The language of the three acts with reference to the assessments, the issuance of bonds and the property within the respective districts liable for the payment of the assessment levied for the purpose of paying the bonded indebtedness and other charges against the district, while not in the same phraseology, is not materially different and need not be set out in full. It is sufficient to say that there is a provision in each of the three acts which provides for the raising of funds by means of a bonded indebtedness to meet the expense of improvements made by the several districts, and to levy an annual ad valorem tax for the purpose of paying the amount due on the bonds of the district and for the maintenance thereof. In the Flood Control District this tax is levied "upon the taxable real property in said district" and "all real property in the district shall be and remain liable to be taxed for such payments as hereinafter provided." In the Sanitation District this tax or assessment is levied and collected "upon all the taxable real property within the district" and the bonds issued under the provisions of the act governing the organization of said district "shall be a lien upon the real property of the district . . . and all the real property in the district shall be and remain liable to be taxed for such payments as hereinafter provided." In the Drainage District the act providing for its organization directs that "the board of supervisors shall annually at the time of making the general tax levy for general county purposes levy special assessment taxes on the land (exclusive of improvements, but inclusive of the land of public utilities) within the several zones theretofore established. The board shall determine the total sum that will be needed to meet the payments of principal and interest on the bonds of the district that will fall due before the proceeds of the next annual levy are available and shall determine the amount to be raised for each zone according to the percentage fixed for each zone. The special assessment tax to be levied in each zone shall be at the rate based on the value of the land in the zone as assessed for the purpose of general county taxation clearly sufficient to raise the amount determined by the board to be raised from such zone."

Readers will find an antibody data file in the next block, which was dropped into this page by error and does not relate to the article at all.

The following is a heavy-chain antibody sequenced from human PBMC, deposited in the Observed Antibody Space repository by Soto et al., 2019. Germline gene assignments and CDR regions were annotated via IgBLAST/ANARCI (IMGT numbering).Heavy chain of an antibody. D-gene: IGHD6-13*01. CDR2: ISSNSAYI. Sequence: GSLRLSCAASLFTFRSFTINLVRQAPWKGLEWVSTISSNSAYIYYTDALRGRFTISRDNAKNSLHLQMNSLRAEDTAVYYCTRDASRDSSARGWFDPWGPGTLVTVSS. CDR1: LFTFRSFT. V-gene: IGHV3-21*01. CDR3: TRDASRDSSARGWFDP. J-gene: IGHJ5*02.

It will be noted that in the Flood Control and Sanitation Districts all "taxable real property" is made liable for the payment of the special assessments which would, of course, include improvements upon real property, while in the Drainage District land exclusive of improvements is made the sole source from which revenue is to be derived by the levy of special assessments. Whether any distinction is to be made between "taxable real property" as used in the Flood Control and Sanitation Acts, and "land" as used in the Drainage Act is not necessary for us to decide in this action.